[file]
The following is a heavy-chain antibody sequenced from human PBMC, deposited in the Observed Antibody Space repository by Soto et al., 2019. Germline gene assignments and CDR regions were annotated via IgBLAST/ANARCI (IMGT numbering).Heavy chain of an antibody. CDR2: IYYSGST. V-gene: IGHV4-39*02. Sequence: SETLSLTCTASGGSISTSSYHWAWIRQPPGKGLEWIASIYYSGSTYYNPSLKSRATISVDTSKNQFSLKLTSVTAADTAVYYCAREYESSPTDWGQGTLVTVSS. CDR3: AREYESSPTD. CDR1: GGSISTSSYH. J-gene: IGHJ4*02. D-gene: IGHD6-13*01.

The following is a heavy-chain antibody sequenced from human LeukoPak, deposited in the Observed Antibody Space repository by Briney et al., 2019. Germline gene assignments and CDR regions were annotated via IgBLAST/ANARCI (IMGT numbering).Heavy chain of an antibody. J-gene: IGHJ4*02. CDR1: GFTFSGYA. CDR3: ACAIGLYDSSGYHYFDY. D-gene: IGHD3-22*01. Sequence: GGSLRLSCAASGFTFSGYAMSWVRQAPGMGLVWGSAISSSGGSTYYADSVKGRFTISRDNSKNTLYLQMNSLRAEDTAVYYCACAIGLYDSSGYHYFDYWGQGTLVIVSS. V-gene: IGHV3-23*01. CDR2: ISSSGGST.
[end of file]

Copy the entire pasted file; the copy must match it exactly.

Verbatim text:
The following is a heavy-chain antibody sequenced from human PBMC, deposited in the Observed Antibody Space repository by Soto et al., 2019. Germline gene assignments and CDR regions were annotated via IgBLAST/ANARCI (IMGT numbering).Heavy chain of an antibody. CDR2: IYYSGST. V-gene: IGHV4-39*02. Sequence: SETLSLTCTASGGSISTSSYHWAWIRQPPGKGLEWIASIYYSGSTYYNPSLKSRATISVDTSKNQFSLKLTSVTAADTAVYYCAREYESSPTDWGQGTLVTVSS. CDR3: AREYESSPTD. CDR1: GGSISTSSYH. J-gene: IGHJ4*02. D-gene: IGHD6-13*01.

The following is a heavy-chain antibody sequenced from human LeukoPak, deposited in the Observed Antibody Space repository by Briney et al., 2019. Germline gene assignments and CDR regions were annotated via IgBLAST/ANARCI (IMGT numbering).Heavy chain of an antibody. J-gene: IGHJ4*02. CDR1: GFTFSGYA. CDR3: ACAIGLYDSSGYHYFDY. D-gene: IGHD3-22*01. Sequence: GGSLRLSCAASGFTFSGYAMSWVRQAPGMGLVWGSAISSSGGSTYYADSVKGRFTISRDNSKNTLYLQMNSLRAEDTAVYYCACAIGLYDSSGYHYFDYWGQGTLVIVSS. V-gene: IGHV3-23*01. CDR2: ISSSGGST.